There’s a well-known study among cognitive psychologists in which participants are asked to draw the basic features of a bicycle. Even the participants who owned a bicycle flubbed the test, sometimes connecting the chain from the back wheel to the front. Not surprisingly, most rated their knowledge of bicycle mechanics quite highly before taking the test. Luckily for me and you, Lenny, we don’t have to know where the handlebars go, because there are people like Matt Nelson, owner and sole employee of Saltair Cycles, who are more than happy to indulge our ignorance.
In 2011, Nelson attended the United Bicycle Institute—or UBI—in Portland, Oregon, and has been building bikes ever since. “I didn’t know that I was going to go to UBI, build my own bike, come back and want to build more,” he says. “I came back and I was like, ‘I wanna build more bikes.’”
Following the breadcrumbs of the Internet, Nelson became interested in a type of bicycle racing called cyclocross, a timed sport in which riders follow a closed course with terrain ranging from mud and pavement to barriers where the racer must dismount and clamber over. He tells me that the sport is much more spectator-friendly than are other brands of bicycle racing. “People will come and drink beer, heckle the racers,” he says. “It’s just kind of a culture”—a culture, he tells me, that’s already sweeping the Northwest and gaining popularity here in Utah.
Nelson liked the sport so much that he began building cyclocross bikes using a technique known as brazing, in which he connects the steel tubes of a frame by heating them to a glowing-hot temperature. Nelson, who has just finished his fifth season of cyclocross, says that he has already built bikes for some of Utah’s most competitive racers like Reed Wycoff, Richard Knutson, Ali Knutson, Joe Waters and—currently in progress—Rich Caramadre of All Systems Fail. “All of the club racing, that’s been my grassroots marketing,” he says, adding, “I’ve never raced on anything that I didn’t build.”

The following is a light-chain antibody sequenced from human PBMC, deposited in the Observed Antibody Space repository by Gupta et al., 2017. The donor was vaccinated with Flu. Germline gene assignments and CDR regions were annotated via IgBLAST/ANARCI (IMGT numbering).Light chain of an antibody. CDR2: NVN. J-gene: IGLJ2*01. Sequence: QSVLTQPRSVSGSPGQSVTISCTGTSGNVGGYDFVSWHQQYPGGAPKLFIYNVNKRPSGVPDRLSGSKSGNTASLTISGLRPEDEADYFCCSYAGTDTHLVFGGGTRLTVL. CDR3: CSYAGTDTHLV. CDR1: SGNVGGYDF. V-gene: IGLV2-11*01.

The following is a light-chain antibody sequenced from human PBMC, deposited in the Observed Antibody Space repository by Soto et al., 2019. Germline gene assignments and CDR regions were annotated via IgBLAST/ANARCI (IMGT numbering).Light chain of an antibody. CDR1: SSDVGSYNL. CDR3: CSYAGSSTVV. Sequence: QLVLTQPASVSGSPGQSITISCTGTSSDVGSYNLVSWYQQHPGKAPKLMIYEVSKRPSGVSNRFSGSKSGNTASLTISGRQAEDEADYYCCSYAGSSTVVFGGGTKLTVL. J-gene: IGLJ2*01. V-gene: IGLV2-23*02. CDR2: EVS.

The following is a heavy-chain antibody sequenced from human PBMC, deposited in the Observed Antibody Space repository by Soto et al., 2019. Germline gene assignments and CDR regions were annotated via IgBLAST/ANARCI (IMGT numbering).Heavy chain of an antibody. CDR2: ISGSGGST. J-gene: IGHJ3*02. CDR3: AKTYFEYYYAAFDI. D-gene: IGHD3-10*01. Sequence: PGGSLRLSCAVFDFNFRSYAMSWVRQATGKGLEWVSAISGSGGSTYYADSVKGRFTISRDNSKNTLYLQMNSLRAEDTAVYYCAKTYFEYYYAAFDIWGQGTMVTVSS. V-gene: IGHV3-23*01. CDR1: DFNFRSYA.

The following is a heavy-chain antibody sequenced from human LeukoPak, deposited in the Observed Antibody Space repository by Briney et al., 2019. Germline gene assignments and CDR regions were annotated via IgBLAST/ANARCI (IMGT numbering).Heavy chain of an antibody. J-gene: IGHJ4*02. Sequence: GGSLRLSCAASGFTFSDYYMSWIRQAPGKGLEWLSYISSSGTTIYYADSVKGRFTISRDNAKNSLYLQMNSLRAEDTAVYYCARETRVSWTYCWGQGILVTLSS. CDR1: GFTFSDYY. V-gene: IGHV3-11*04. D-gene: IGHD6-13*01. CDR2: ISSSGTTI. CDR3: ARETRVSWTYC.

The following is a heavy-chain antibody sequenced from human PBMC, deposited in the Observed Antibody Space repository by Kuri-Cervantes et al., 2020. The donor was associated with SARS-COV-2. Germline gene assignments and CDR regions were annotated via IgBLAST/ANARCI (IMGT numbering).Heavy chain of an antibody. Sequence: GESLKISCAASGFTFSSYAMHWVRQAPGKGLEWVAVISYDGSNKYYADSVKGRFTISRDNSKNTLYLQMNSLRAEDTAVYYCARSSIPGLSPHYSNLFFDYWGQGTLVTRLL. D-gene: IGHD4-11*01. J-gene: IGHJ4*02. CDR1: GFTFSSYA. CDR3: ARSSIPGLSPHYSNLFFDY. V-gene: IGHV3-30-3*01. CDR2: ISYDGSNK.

Nelson works exclusively with steel, as brazing can only be done with ferrous metals. This cuts some of the lighter materials, like aluminum and carbon fiber, out of the picture. But Nelson isn’t worried, saying, “Steel has been tested … Steel-bicycle-tube manufacturers have continued to push the technology of steel.” The necessity of hand-building makes steel-brazing an obvious choice for those who eschew mass production in favor of more local, cottage-industry goods. “There’s obviously the big bicycle industry, manufacturing overseas to drive costs down, but I’m not really competing with that,” he says. “If they’re coming to me, it’s because they want something unique.”
While cyclocross may sound esoteric or niche, if you’re living in an area with volatile weather, it’s actually quite practical. The cyclocross season traditionally takes place in the fall, when the weather gets wetter and conditions get burlier. To accommodate both the need for speed and maneuverability on hardy terrain, the cyclocross bike features dropped bars—same as road bikes, but with wider forks and a sturdier geometry. “Not everyone wants to race, but a cyclocross bike, for riding in different conditions, can be a good advantage,” Nelson says.
Nelson builds other kinds of bikes as well. He builds fixed-gear bikes, track bikes, touring bikes and hard-tail mountain bikes (this is beginning to sound Dr. Seussian, but you get the point). In fact, he does just about everything, excluding full-suspension mountain bikes and fat bikes. (I wonder if he’d build me a low-rider with purple, dangling tassels?)
Nelson’s general interest in bicycles started when he began riding rudimentary versions of the mountain bike in the West Hills of Portland, Oregon. His original sin turned into an abiding companionship that only intensified as the years went on. Before starting Saltair Cycles, and even before he built his first bike, Nelson found a way to ride one every day. “I went from commuting to work and being a two-car family to, ‘Can I commute to work and get rid of a car?’” he says. “Part of it was that evolution of wanting to be sustainable.”
With custom-made bicycle inquiries coming in at a steadier pace, Nelson was able to quit his day job as an architect to pursue his passion for building bikes full time. “The satisfaction of dreaming up a bike,” he says, “the process of designing it, making sure it meets the expectations of me or the customer, and then building it and seeing it ridden or riding it—it’s one of the more rewarding things I’ve ever experienced. [It’s] definitely more rewarding than being a small player in a big architectural project. In the rare occurrence that someone’s gonna want a custom steel bike, there’s only a couple guys you can go to in town, and I’m one of them.”
Nelson says that a bike typically takes two weeks to build, including the paint job. From start to finish, how it’s made, who made it, we’ve come full circle—or full tire, or whatever. That reminds me: Get that chain off of the front sprocket! Get your hand out of the spokes! Don’t be a dumbass—let Nelson build you a bike. Inquiries can be made at Saltair Cycles’ website, saltaircycles.com.